Sat, Aug 11, 2018 - Page 1 News List

Power supply is not a concern: Executive Yuan

OVER MY DEAD BODY?The Cabinet said a plan to build solar energy capacity would use land adjacent to or vacated by cemeteries, not graveyards themselves

By Sean Lin  /  Staff reporter

The Dajia River Power Plant in Taichung’s Heping District, the first facility in the nation to use hydropower and solar panels to generate electricity, is pictured yesterday.

Photo courtesy of Taiwan Power Co

The public and businesses do not need to worry about the nation’s electricity supply, as there is no shortage of power nor is such a problem likely to arise in the foreseeable future, the Executive Yuan said yesterday.

Operating reserves have been maintained at more than 6 percent and are to be increased to 10 percent next year as the industrial sector has suggested, Executive Yuan spokeswoman Kolas Yotaka said, dismissing reports of widespread misgivings over the stability of the nation’s power supply.

“As far as the government understands, the semiconductor industry will continue to invest in Taiwan, because there is no power shortage problem, nor will it occur in the future,” Kolas said. “I hope the Taiwanese public and industry are not worrying about that.”

The Cabinet is to instruct the Ministry of Economic Affairs and Taiwan Power Co (台電) to step up efforts to explain to the public the state of the nation’s energy supply to allay the recurring concern of an imminent energy shortage, she said.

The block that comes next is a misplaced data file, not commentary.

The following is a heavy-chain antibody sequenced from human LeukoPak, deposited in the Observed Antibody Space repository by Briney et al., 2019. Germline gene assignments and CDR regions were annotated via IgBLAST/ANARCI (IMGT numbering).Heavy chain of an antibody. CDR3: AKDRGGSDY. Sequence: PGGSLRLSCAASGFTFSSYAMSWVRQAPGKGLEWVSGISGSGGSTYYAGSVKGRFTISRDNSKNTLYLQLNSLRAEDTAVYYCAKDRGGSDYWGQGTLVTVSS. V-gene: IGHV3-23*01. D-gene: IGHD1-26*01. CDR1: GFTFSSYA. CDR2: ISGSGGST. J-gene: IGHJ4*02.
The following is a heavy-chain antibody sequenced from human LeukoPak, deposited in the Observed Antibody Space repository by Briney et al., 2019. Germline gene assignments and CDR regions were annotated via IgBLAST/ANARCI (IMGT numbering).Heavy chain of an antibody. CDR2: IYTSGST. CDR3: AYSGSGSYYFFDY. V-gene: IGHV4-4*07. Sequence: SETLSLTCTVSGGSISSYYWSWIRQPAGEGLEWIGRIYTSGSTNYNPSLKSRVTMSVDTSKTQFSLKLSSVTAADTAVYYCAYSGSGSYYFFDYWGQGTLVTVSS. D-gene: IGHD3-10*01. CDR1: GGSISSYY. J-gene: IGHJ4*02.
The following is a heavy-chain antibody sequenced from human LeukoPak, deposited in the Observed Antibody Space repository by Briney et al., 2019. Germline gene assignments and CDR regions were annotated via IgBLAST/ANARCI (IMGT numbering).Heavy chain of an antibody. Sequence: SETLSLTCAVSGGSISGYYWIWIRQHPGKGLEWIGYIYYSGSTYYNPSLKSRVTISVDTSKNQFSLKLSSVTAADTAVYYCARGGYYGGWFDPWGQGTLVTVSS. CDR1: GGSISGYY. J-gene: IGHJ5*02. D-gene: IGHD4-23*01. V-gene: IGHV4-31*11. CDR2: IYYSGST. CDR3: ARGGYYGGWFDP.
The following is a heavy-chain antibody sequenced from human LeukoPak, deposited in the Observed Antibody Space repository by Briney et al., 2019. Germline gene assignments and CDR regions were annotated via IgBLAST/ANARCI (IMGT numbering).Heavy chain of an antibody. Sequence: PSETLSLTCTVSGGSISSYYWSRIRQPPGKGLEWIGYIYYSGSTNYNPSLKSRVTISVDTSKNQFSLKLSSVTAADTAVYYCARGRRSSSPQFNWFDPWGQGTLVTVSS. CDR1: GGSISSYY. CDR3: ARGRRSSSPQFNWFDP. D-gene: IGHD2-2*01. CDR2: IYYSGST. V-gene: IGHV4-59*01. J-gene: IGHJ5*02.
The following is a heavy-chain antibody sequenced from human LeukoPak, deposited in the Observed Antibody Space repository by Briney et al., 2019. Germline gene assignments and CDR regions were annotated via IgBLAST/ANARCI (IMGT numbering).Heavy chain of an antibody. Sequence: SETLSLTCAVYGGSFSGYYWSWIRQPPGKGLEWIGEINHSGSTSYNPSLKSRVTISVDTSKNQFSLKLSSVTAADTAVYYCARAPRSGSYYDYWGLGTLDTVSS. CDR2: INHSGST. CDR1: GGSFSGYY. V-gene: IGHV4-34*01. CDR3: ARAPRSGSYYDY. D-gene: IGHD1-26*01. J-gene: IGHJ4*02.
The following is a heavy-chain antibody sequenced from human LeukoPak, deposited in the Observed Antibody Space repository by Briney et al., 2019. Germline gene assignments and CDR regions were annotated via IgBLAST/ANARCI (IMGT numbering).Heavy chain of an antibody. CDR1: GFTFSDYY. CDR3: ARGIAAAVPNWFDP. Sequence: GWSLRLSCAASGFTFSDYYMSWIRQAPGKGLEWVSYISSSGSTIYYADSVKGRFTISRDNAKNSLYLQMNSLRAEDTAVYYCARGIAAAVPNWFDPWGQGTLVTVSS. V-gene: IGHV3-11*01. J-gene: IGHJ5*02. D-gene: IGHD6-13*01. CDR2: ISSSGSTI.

There is no chance the government will reconsider its goal of phasing out nuclear power, she added.

“We remain committed to a nuclear power-free homeland by 2025,” Kolas said, following a report by the Chinese-language Apple Daily saying that several leaders of the nation’s semiconductor industry were gravely concerned that an insufficient power supply would hinder the industry’s long-term development.

The newspaper cited Far Eastern Group (遠東集團) chairman Douglas Hsu (徐旭東) as saying that the government should continue using nuclear power to avoid an electricity shortage crisis.

Kolas also clarified a policy introduced by the Ministry of the Interior to “utilize the nation’s 2,800 public cemeteries” to generate solar power, which critics said would be disrespectful to the dead.

In a bid to push the policy of a nuclear power-free homeland by 2025, the interior ministry on Thursday passed an amendment to the Regulations on Non-urban Land Use Control (非都市土地使用管制規則) stipulating that public cemeteries may be used as solar energy generation sites with the approval of the interior ministry and local governments.

By revitalizing public cemeteries, the interior ministry aims to free up 2,000 hectares nationwide for photovoltaics, which would supply 2 gigawatts of solar energy, Minister of the Interior Hsu Kuo-yung (徐國勇) said.

The wording of the amendment sparked controversy after news of the policy began circulating on the Internet, with some saying that it would be disrespectful to the dead, as generating solar energy at cemeteries would prevent them from resting in peace, and that it would be “using dead people to generate electricity.”

“The policy does not propose building solar farms on public cemeteries, but rather on nearby vacant lots or on land left vacant after public cemeteries have been relocated,” Kolas said yesterday in response to reporters’ questions.

Solar farms are not like wind farms, which generate noise, so they are unlikely to disturb the dead, she said, adding that the public should rest assured.

The interior ministry would ensure adequate communication with local governments before building solar farms near public cemeteries, she added.

Additional reporting by CNA

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